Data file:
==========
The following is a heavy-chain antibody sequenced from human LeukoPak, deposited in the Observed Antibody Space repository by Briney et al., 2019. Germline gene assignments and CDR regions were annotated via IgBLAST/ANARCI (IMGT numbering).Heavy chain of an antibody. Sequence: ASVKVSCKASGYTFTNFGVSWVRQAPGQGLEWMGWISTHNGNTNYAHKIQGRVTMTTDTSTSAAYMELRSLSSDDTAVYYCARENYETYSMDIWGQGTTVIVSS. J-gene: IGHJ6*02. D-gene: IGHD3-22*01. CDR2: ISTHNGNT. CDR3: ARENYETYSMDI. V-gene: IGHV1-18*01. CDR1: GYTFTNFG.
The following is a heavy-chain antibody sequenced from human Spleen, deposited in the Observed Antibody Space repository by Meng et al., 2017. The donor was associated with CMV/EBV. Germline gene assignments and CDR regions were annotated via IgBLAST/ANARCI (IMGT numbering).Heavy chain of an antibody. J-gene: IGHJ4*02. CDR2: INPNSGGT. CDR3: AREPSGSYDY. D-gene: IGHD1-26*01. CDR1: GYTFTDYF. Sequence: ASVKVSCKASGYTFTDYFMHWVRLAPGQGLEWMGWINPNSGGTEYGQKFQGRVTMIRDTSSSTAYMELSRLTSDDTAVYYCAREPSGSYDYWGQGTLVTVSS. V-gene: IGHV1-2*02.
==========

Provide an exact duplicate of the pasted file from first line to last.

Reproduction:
The following is a heavy-chain antibody sequenced from human LeukoPak, deposited in the Observed Antibody Space repository by Briney et al., 2019. Germline gene assignments and CDR regions were annotated via IgBLAST/ANARCI (IMGT numbering).Heavy chain of an antibody. Sequence: ASVKVSCKASGYTFTNFGVSWVRQAPGQGLEWMGWISTHNGNTNYAHKIQGRVTMTTDTSTSAAYMELRSLSSDDTAVYYCARENYETYSMDIWGQGTTVIVSS. J-gene: IGHJ6*02. D-gene: IGHD3-22*01. CDR2: ISTHNGNT. CDR3: ARENYETYSMDI. V-gene: IGHV1-18*01. CDR1: GYTFTNFG.
The following is a heavy-chain antibody sequenced from human Spleen, deposited in the Observed Antibody Space repository by Meng et al., 2017. The donor was associated with CMV/EBV. Germline gene assignments and CDR regions were annotated via IgBLAST/ANARCI (IMGT numbering).Heavy chain of an antibody. J-gene: IGHJ4*02. CDR2: INPNSGGT. CDR3: AREPSGSYDY. D-gene: IGHD1-26*01. CDR1: GYTFTDYF. Sequence: ASVKVSCKASGYTFTDYFMHWVRLAPGQGLEWMGWINPNSGGTEYGQKFQGRVTMIRDTSSSTAYMELSRLTSDDTAVYYCAREPSGSYDYWGQGTLVTVSS. V-gene: IGHV1-2*02.